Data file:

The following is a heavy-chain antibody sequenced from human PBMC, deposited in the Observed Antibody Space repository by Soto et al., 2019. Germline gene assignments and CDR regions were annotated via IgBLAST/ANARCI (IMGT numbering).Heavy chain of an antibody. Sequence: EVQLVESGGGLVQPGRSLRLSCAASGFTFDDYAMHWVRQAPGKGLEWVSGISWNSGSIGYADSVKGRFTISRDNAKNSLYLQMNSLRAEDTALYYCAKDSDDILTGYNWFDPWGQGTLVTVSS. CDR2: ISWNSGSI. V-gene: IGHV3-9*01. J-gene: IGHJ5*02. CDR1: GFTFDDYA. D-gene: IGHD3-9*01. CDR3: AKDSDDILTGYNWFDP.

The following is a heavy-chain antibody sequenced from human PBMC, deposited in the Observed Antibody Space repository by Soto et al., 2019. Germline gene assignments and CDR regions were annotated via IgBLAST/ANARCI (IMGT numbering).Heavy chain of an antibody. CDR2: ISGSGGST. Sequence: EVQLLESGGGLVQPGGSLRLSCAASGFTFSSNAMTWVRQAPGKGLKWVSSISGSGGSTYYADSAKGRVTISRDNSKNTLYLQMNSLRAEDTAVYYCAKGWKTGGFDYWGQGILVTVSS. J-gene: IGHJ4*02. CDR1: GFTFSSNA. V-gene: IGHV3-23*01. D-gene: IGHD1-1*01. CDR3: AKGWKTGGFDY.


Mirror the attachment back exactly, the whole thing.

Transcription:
The following is a heavy-chain antibody sequenced from human PBMC, deposited in the Observed Antibody Space repository by Soto et al., 2019. Germline gene assignments and CDR regions were annotated via IgBLAST/ANARCI (IMGT numbering).Heavy chain of an antibody. Sequence: EVQLVESGGGLVQPGRSLRLSCAASGFTFDDYAMHWVRQAPGKGLEWVSGISWNSGSIGYADSVKGRFTISRDNAKNSLYLQMNSLRAEDTALYYCAKDSDDILTGYNWFDPWGQGTLVTVSS. CDR2: ISWNSGSI. V-gene: IGHV3-9*01. J-gene: IGHJ5*02. CDR1: GFTFDDYA. D-gene: IGHD3-9*01. CDR3: AKDSDDILTGYNWFDP.

The following is a heavy-chain antibody sequenced from human PBMC, deposited in the Observed Antibody Space repository by Soto et al., 2019. Germline gene assignments and CDR regions were annotated via IgBLAST/ANARCI (IMGT numbering).Heavy chain of an antibody. CDR2: ISGSGGST. Sequence: EVQLLESGGGLVQPGGSLRLSCAASGFTFSSNAMTWVRQAPGKGLKWVSSISGSGGSTYYADSAKGRVTISRDNSKNTLYLQMNSLRAEDTAVYYCAKGWKTGGFDYWGQGILVTVSS. J-gene: IGHJ4*02. CDR1: GFTFSSNA. V-gene: IGHV3-23*01. D-gene: IGHD1-1*01. CDR3: AKGWKTGGFDY.